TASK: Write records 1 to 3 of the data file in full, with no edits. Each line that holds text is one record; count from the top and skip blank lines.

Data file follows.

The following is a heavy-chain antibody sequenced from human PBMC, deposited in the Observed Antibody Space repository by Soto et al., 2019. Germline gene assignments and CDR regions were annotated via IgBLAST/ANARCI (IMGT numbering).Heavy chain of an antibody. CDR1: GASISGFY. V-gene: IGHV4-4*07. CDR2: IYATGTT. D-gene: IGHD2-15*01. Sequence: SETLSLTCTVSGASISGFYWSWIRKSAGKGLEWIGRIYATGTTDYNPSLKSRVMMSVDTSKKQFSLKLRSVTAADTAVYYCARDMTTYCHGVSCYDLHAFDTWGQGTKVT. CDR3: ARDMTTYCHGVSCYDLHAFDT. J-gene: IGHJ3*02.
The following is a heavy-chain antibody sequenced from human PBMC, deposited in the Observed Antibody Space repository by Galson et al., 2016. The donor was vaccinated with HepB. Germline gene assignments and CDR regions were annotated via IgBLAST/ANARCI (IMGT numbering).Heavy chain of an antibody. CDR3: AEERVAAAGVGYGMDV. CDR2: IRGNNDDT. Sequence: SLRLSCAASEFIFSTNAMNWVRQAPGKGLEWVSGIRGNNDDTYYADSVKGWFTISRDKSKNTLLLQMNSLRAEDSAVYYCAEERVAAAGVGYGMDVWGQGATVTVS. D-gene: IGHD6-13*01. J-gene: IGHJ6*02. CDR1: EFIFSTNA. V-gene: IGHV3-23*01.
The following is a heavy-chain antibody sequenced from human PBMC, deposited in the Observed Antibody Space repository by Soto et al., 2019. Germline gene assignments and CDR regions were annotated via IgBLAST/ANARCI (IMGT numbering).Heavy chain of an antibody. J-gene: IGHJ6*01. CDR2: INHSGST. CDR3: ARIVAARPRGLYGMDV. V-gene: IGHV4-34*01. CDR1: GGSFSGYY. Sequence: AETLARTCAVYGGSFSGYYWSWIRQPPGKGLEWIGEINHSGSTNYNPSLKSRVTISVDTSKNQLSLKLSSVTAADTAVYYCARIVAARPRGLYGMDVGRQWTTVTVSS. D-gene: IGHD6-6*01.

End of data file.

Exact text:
The following is a heavy-chain antibody sequenced from human PBMC, deposited in the Observed Antibody Space repository by Soto et al., 2019. Germline gene assignments and CDR regions were annotated via IgBLAST/ANARCI (IMGT numbering).Heavy chain of an antibody. CDR1: GASISGFY. V-gene: IGHV4-4*07. CDR2: IYATGTT. D-gene: IGHD2-15*01. Sequence: SETLSLTCTVSGASISGFYWSWIRKSAGKGLEWIGRIYATGTTDYNPSLKSRVMMSVDTSKKQFSLKLRSVTAADTAVYYCARDMTTYCHGVSCYDLHAFDTWGQGTKVT. CDR3: ARDMTTYCHGVSCYDLHAFDT. J-gene: IGHJ3*02.
The following is a heavy-chain antibody sequenced from human PBMC, deposited in the Observed Antibody Space repository by Galson et al., 2016. The donor was vaccinated with HepB. Germline gene assignments and CDR regions were annotated via IgBLAST/ANARCI (IMGT numbering).Heavy chain of an antibody. CDR3: AEERVAAAGVGYGMDV. CDR2: IRGNNDDT. Sequence: SLRLSCAASEFIFSTNAMNWVRQAPGKGLEWVSGIRGNNDDTYYADSVKGWFTISRDKSKNTLLLQMNSLRAEDSAVYYCAEERVAAAGVGYGMDVWGQGATVTVS. D-gene: IGHD6-13*01. J-gene: IGHJ6*02. CDR1: EFIFSTNA. V-gene: IGHV3-23*01.
The following is a heavy-chain antibody sequenced from human PBMC, deposited in the Observed Antibody Space repository by Soto et al., 2019. Germline gene assignments and CDR regions were annotated via IgBLAST/ANARCI (IMGT numbering).Heavy chain of an antibody. J-gene: IGHJ6*01. CDR2: INHSGST. CDR3: ARIVAARPRGLYGMDV. V-gene: IGHV4-34*01. CDR1: GGSFSGYY. Sequence: AETLARTCAVYGGSFSGYYWSWIRQPPGKGLEWIGEINHSGSTNYNPSLKSRVTISVDTSKNQLSLKLSSVTAADTAVYYCARIVAARPRGLYGMDVGRQWTTVTVSS. D-gene: IGHD6-6*01.